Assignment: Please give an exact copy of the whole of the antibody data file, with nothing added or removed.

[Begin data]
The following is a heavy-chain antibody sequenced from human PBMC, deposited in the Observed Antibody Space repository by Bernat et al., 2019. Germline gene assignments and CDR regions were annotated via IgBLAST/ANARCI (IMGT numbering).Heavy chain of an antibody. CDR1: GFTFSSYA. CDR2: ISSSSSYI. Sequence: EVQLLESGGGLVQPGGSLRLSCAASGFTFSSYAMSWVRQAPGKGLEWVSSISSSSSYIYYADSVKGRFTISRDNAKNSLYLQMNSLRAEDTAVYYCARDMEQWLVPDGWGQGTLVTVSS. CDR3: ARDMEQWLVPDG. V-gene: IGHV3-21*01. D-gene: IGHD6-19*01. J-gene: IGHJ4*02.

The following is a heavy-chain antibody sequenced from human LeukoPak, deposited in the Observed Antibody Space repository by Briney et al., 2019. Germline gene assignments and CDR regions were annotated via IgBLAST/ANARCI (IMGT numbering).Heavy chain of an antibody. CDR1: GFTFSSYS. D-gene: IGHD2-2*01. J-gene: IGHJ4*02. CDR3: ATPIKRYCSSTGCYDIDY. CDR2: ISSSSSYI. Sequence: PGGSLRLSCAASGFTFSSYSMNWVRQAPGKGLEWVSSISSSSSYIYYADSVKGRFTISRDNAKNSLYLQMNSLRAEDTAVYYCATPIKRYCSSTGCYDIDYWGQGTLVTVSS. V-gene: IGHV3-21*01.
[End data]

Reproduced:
The following is a heavy-chain antibody sequenced from human PBMC, deposited in the Observed Antibody Space repository by Bernat et al., 2019. Germline gene assignments and CDR regions were annotated via IgBLAST/ANARCI (IMGT numbering).Heavy chain of an antibody. CDR1: GFTFSSYA. CDR2: ISSSSSYI. Sequence: EVQLLESGGGLVQPGGSLRLSCAASGFTFSSYAMSWVRQAPGKGLEWVSSISSSSSYIYYADSVKGRFTISRDNAKNSLYLQMNSLRAEDTAVYYCARDMEQWLVPDGWGQGTLVTVSS. CDR3: ARDMEQWLVPDG. V-gene: IGHV3-21*01. D-gene: IGHD6-19*01. J-gene: IGHJ4*02.

The following is a heavy-chain antibody sequenced from human LeukoPak, deposited in the Observed Antibody Space repository by Briney et al., 2019. Germline gene assignments and CDR regions were annotated via IgBLAST/ANARCI (IMGT numbering).Heavy chain of an antibody. CDR1: GFTFSSYS. D-gene: IGHD2-2*01. J-gene: IGHJ4*02. CDR3: ATPIKRYCSSTGCYDIDY. CDR2: ISSSSSYI. Sequence: PGGSLRLSCAASGFTFSSYSMNWVRQAPGKGLEWVSSISSSSSYIYYADSVKGRFTISRDNAKNSLYLQMNSLRAEDTAVYYCATPIKRYCSSTGCYDIDYWGQGTLVTVSS. V-gene: IGHV3-21*01.